MANY of the North East's biggest success stories have their headquarters outside the region, but they are still a crucial part of our Top 200 league of the region's biggest businesses by turnover, writes Brian Nicholls.
You might wonder why a company that was originally a military arsenal, founded in 1689 to produce muskets for the Swedish Army, now has a thriving manufacturing plant in one of the North East’s “new” towns.
The fact is, Husqvarna, among other things now makes lawn mowers and other gardening equipment, and has found Newton Aycliffe a sound location for its UK business.
Something that will strike readers on seeing the new list of North East Top 200 Companies, which will be published in The Journal on November 8, is the large number of firms that are based outside the North East, Husqvarna being one if it gains a place.
The influx is a notable development since the list first appeared in The Journal in 1979. Familiar names dominated most of the upper echelons of the league like Binns, Hinton and Cowie that predominated. True, Procter & Gamble finished second place and it, of course, is American.
Nor does it appear any more, prosperous though it remains in the North East, and fills the criteria of having a significant decision-making base in the region. However, it will be surprising indeed if this time round the list doesn’t feature quite a number of companies which have their roots in other countries or other parts of the UK: Sembcorp Utilities for example (Singapore), Grundfos (Denmark), Fuji Films (Japan), Piramal and Shasun Pharma Solutions (India), Liebherr (Switzerland) and Saica Pack (Spain).
Even Arriva, sprung out of Sir Tom Cowie’s Sunderland-based motor empire, now carries the name DB Arriva, signifying its transfer of control to Germany.
Businesses which are based in other parts of the UK have also been considered, such as Carillion, which although based in Wolverhampton has a significant North East presence since buying Newcastle-based eaga plc for £300m last year as the basis for Carillion Energy Services.
Control of Cleveland Potash switches to the Israelis, and Spartan, the Gateshead steel roller to Ukraine. Politico-economists must have asked before now: if overseas firms can come here and add value to our companies, and with our workforces, why didn’t British managements try harder in the first place?
Thai company SSI, which bought Teesside Cast Products from Indian company Tata last year, obviously believe they’ll prove there’s a sound future for heavy industry in this region. Firms from outside the region can often bring in new ideas and new techniques that can revive businesses which may have become staid.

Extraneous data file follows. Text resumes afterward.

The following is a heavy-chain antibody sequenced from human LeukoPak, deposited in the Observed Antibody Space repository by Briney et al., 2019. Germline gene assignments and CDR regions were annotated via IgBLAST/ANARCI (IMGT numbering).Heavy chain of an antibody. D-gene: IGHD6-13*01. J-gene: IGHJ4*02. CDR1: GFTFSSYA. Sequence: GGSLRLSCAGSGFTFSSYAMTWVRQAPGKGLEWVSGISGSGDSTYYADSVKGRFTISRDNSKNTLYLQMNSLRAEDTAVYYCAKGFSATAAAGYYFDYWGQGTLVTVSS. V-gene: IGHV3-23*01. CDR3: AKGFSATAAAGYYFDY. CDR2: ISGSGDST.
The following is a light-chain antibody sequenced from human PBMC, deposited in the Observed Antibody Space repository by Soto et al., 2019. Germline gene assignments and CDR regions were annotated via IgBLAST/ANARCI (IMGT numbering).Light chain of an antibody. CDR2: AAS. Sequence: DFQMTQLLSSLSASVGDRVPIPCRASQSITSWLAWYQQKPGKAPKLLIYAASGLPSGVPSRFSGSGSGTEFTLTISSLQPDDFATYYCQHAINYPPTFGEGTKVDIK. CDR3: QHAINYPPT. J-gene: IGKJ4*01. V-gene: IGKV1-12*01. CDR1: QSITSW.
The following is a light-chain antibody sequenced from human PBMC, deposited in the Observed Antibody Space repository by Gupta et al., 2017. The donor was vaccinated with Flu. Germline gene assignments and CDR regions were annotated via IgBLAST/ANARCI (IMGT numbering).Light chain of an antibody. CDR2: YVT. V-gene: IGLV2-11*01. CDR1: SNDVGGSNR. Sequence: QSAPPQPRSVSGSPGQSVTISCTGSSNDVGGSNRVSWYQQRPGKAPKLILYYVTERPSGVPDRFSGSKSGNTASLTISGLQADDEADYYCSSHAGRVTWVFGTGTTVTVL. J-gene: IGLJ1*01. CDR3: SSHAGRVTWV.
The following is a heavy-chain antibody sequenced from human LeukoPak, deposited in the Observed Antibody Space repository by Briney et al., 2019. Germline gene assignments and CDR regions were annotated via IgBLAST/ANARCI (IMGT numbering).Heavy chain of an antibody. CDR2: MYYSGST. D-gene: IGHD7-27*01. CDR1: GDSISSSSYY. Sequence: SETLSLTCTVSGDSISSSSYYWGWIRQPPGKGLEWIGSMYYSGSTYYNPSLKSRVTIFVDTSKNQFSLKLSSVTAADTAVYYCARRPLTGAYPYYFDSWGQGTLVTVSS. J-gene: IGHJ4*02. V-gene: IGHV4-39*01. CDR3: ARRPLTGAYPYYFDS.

Probably the main reasons for a high overseas presence in the North East list now lie in our motor manufacturing, our chemical and our offshore industries, and our membership of the European Union which has torn down business barriers.
Since ICI, once Europe’s biggest chemical complex, faded from the region, big foreign businesses have moved in: Lotte Chemical (South Korea), Tioxide Europe (USA), Sabic UK (Saudi Arabia), Du Pont Teijin Film (USA), to name but a few. And when Nissan and Komatsu, looking over from Japan, and Caterpillar, from the USA, saw Sunderland, Birtley, Peterlee and Teesside as choice spots from which to manufacture cars and heavy offroad vehicles, they encouraged a whole train of foreign suppliers in their wake. Tallent of Newton Aycliffe (its blood British, German and Spanish), Unipres of Sunderland (USA) and Hashimoto of Boldon (Japan) are just three examples.
The globalisation of offshore industries brought in the like of Heerema (Holland) and Duco (France), while the UK’s breaking down of boundaries facilitated an entry to the North East of GDF Suez (also France). Germany of course has its North East links through firms such as Draeger, the safety equipment manufacturer at Blyth and many more firms besides, including more recently Intersnack at Derwentside.
Other Japanese manufacturers such as Daikin seem pleased with their air filter manufacturing at AAF in Cramlington and New Zealand with its Formica factory making laminates at North Shields.
The foreign contribution to North East business is so much to be valued that the top five inbound companies are annually accorded special mention in the North East Top 200. This year’s outstanding performers could be any of the companies mentioned above, or even one or two not mentioned. Checking the outcome should be interesting indeed.
John Marshall, senior partner at Top 200 sponsor Dickinson Dees, said: “We’re renowned in the North East for our ability to attract major brands and business into the region, from Nissan to Sabic.
“Often registered outside the region, either in London or internationally, the inbound business from these sorts of organisations working in the North East, plays a vital role in contributing to growth and employment in our regional economy. We’re delighted to count a number of these companies as our clients.”
Joanne Pratt, fund manager at FW Capital, said “FW Capital is a regional investor with a successful track record of investing in SMEs. We target established businesses and are passionate about creating the right funding package to help them achieve their growth potential. As one of the North East’s newest fund managers we are delighted to sponsor the Top 200 and urge ambitious businesses to think hard about investing in their future.”